The senior US official previously said there was ?no basis? for an investigation into the $44 billion deal
US Treasury Secretary Janet Yellen has said federal officials could seek to launch a review into billionaire entrepreneur Elon Musk's recent purchase of Twitter if it were deemed to carry national security risks, backtracking after she downplayed any chance of a probe.
Speaking at an event hosted by the New York Times on Wednesday, Yellen claimed she "misspoke" when she said there was "no basis" to investigate Musk or his finances during an interview earlier this month, now clarifying that the government could take that step after all.
"I'm not going to say specifically what we are looking at. We don't comment on what's in progress," she said, but added the Treasury "does look at transactions that involve foreign investments in the United States to see if they create national security risk."
While she stopped short of confirming that a probe was underway, Yellen said: "if there are such risks it would be appropriate for the Treasury to have a look."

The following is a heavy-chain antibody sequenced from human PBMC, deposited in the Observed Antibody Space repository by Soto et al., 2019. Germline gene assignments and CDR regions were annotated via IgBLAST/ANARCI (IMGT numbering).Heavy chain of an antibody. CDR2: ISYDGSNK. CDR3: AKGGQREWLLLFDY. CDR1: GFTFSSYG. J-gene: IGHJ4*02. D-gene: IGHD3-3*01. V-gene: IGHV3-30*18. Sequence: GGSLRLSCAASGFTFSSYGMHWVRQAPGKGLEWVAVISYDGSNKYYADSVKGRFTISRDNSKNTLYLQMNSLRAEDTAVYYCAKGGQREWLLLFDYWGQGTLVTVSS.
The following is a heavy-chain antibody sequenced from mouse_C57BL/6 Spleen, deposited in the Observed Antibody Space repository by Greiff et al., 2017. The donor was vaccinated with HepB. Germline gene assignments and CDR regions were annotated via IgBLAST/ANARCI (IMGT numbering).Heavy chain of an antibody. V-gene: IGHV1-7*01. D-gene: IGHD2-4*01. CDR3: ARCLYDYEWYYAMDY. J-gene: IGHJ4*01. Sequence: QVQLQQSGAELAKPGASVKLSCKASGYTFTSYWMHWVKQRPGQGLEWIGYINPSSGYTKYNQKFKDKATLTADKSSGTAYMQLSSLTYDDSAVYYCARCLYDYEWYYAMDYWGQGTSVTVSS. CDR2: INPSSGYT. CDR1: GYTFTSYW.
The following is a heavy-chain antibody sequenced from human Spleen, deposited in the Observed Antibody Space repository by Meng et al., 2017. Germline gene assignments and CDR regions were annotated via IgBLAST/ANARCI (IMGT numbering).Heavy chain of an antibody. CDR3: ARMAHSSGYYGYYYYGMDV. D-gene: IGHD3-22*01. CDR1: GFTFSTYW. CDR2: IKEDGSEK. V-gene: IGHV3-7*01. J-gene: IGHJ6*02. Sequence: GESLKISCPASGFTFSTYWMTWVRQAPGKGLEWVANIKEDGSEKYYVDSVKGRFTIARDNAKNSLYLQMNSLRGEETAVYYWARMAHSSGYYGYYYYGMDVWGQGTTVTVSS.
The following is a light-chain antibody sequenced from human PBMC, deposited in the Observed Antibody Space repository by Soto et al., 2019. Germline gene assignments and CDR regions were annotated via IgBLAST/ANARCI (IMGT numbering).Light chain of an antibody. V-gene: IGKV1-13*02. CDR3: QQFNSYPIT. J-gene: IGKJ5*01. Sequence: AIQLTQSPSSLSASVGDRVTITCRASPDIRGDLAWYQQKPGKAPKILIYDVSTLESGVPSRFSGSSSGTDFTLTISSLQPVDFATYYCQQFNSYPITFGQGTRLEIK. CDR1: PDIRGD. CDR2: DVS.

The secretary's comments follow earlier reports that the Treasury had already requested approval to begin reviewing Musk's Twitter deal, though sources told the Washington Post at the time that such actions are "fairly routine" and do not always result in a full-fledged investigation.
Earlier this month, President Joe Biden also stated that Musk's "relationships with other countries is worthy of being looked at," following reports that foreign investors such as Saudi Prince Alwaleed bin Talal now hold significant stakes in Twitter. However, Biden stressed that he was not claiming the billionaire had done anything "inappropriate," and did not indicate that he was under investigation.
Musk has faced pressure from abroad as well, with the European Commission recently threatening to ban Twitter outright should the platform run afoul of the EU's digital regulations. According to a Wednesday report in the Financial Times, the bloc has presented Musk with a "checklist of rules" and demanded he submit to an "extensive independent audit" sometime next year, insisting Twitter must continue to "aggressively" police disinformation and hate speech.
The billionaire has repeatedly vowed to make Twitter a bastion of free expression, even suggesting an "amnesty" for previously banned accounts so long as they did not violate the law or post spam. However, critics have argued the more hands-off approach will foster hatred, extremism and misinformation online, with some even urging major platforms like Apple and Google to remove Twitter from their app stores.